A couple of days ago I moderated a forum with 3 of Westport’s 4 Board of Education candidates.
It was a “forum” — not a debate — because the 3 are running for 4 seats. All — plus the 1 candidate who could not attend — will be elected. I guess there’s not much competition for the job of overseeing a $95 million budget, 1,000 staff members and 8 buildings — all for a salary of $0.
No, I’m not kidding.
Because there are no contested seats, it doesn’t really matter which candidate said what. (Besides, I forgot to take notes.) But here is the gist of where our Board of Ed candidates stand:
- Budget priorities. Class size; programs, and how those programs are delivered; maintenance.
- The physical condition of older schools. In the current economy, new school construction is unlikely. But the Board’s commitment to equality among all schools is strong. The Board realizes our schools are long-term assets, and is exploring needs over a long period of time.
- The recent alcohol-infused Homecoming at Staples. This is a community-wide issue, extending far beyond the Board of Education. At the same time, Westporters should support the efforts of Staples administrators as they address drug and alcohol issues at and around school functions.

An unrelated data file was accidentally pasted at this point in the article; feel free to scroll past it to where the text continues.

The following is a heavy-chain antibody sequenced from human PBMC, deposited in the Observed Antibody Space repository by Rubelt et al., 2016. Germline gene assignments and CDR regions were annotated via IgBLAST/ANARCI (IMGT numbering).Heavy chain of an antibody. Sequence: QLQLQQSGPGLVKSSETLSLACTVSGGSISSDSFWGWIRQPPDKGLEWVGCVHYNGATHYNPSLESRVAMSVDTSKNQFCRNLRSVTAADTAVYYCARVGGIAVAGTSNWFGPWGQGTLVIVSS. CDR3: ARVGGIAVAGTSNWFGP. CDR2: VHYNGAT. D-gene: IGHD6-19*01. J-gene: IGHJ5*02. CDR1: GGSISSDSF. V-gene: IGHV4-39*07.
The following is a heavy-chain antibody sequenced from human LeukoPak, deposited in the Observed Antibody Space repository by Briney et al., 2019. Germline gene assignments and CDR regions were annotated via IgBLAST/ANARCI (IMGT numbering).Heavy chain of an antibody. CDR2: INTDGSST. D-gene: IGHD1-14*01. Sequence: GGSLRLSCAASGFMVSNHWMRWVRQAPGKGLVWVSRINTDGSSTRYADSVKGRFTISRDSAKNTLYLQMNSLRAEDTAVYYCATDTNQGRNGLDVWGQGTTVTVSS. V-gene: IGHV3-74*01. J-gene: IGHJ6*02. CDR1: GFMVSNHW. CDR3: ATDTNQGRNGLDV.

School start times. Everything is on the table in the search to find cost savings.
Major challenges over the next 4 years. Crafting curricula that teach life and career skills; maintaining our buildings, and structuring them for the future; incorporating green technology; managing enrollment; ensuring continued effective leadership.
- Handling stress levels in the upper grades. Westport offers a wide range of courses, for a wide variety of needs; it’s important to communicate options well. It’s crucial to continue to offer opportunities and outlets beyond the classroom, and to try to relieve stress surrounding the college application process.
- Admininstrators’ salaries. Westport’s 3 top administrators did not receive salary increases last year. We expect excellence in the system, and have to pay well for leadership of it. There is a strong evaluation process in place.
- Finding economic efficiencies by combining school and town functions. Many combinations have already taken place. We must identify “best practices” wherever we can. It’s not easy for anyone to give up power — but it’s imperative in certain areas to do so.